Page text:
A podcast dedicated to exploring various aspects of Bristol’s history. Produced in partnership with the Bristol Cable since April 2018.
Episode 47 – The Pneumatic Institute in Hotwells
At the end of the eighteenth century, ‘pneumatic’ (gas) chemistry was at the forefront of scientific knowledge. In 1799 the remarkable physician Thomas Beddoes opened the Pneumatic Institute in Hotwells and set about finding a cure for tuberculosis using gasses isolated from air. I spoke with author and cultural historian Mike Jay to discuss the work of the Institute and its legacy.
Episode 46 – Severing the Sinews of Slavery in Bristol
This week I spoke with Mark Steeds and Roger Ball to discuss their new book, ‘From Wulfstan to Colston: Severing the Sinews of Slavery in Bristol.’ Covering over a thousand years of history, the book charts Bristol’s long involvement in trading enslaved human beings. We discussed the two titular characters: St. Wulfstan, who was responsible for ending the slave trade between Bristol and Dublin in the 11th century; and Edward Colston, one of Bristol’s most prominent organisers of the African slave trade from the late 17th century. Mark and Roger also explained their problems with traditional narrative around abolition. To counter this they emphasise the importance of slave rebellions in the colonies, highlight the long-overlooked work of women in the abolition movement and draw attention to popular anti-slavery movements.
Episode 45 – The Bristol Bus Boycott
This week I met with Professor Madge Dresser to discuss the Bristol Bus Boycott of 1963. The boycott against the Bristol Omnibus Company over its racist employment policy was the first black-led protest against racial discrimination in post-war Britain. We explored race relations in Bristol around the time of the boycott, and why its legacy continues to resonate so strongly today.
Episode 44 – ‘Know Your Place’ and Planning in Bristol
This week I spoke with Pete Insole, Historic Environment Officer for Bristol City Council, to discuss the historical mapping tool ‘Know Your Place’. We also talked about the historic development of Bristol and about planning the future of the city.
Episode 43 – Bristol and the 1918 ‘Spanish’ Flu Pandemic
Arriving at the end of the First World War, the 1918 ‘Spanish’ Flu was one of the deadliest pandemics in human history, killing between 40 and 200 million people worldwide. I spoke with journalist and historian Eugene Byrne – we discussed official strategies to combat the spread of the flu, as well as its local impact on Bristol.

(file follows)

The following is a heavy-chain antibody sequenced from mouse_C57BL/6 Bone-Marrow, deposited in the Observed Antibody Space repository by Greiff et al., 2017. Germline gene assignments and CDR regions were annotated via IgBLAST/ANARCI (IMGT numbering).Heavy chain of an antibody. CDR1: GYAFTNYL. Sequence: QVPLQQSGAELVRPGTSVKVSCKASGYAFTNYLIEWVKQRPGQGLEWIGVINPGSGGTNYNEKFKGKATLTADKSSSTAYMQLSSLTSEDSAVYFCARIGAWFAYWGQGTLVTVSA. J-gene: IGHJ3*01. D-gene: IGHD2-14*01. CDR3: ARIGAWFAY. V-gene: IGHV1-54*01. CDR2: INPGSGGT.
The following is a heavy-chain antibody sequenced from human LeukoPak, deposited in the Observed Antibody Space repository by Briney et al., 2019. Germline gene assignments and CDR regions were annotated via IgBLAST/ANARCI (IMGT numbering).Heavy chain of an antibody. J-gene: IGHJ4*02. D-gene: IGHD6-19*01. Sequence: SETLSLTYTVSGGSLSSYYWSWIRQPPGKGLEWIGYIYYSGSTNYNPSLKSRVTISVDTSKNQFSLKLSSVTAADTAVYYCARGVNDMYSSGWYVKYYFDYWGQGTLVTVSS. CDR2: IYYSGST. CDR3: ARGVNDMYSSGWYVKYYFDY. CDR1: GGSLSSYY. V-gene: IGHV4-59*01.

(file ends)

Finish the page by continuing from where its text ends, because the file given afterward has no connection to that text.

Episode 42 – Witches and Witchcraft in the West Country
This week I met with Mike Slater, West-Country Occult Historian, to discuss the history of witchcraft in the West Country. We spoke about the continuance of popular belief in magic, long after official witchcraft trials had ceased. We also explored ‘witch scratching’, the pernicious and long-lived idea that drawing a witch’s blood would remove her curses.
Episode 41 – Graffiti and Street Art in Bristol
Nowadays Bristol is internationally known as a centre of graffiti and street art culture. I met with John Nation – pioneer and promoter of graffiti culture and its artists since the early 1980s – to discuss how perceptions of the culture have changed. From being despised as ‘vandalism’ to hailed as a cultural export of the city, graffiti continues to elicit strong opinions, not least because it raises questions about who gets to have a say in the visual culture of the city.
Episode 40 – Dr. Edson Burton In Conversation
This week I met with the writer, poet, historian and playwright Dr. Edson Burton. We discussed (among other things) how his historical outlook shapes his cultural work; the legacy of Caribbean migration to Britain and how Brexit plays into wider narratives of place and identity.
Episode 39 – Election Special: Polling Day in 18th Century Bristol
As we approach December’s election, the Bristol History Podcast asks: how did we get here? To this end I spoke with UWE Professor of History and Heritage Steve Poole about what elections in Bristol looked like some 300 years ago.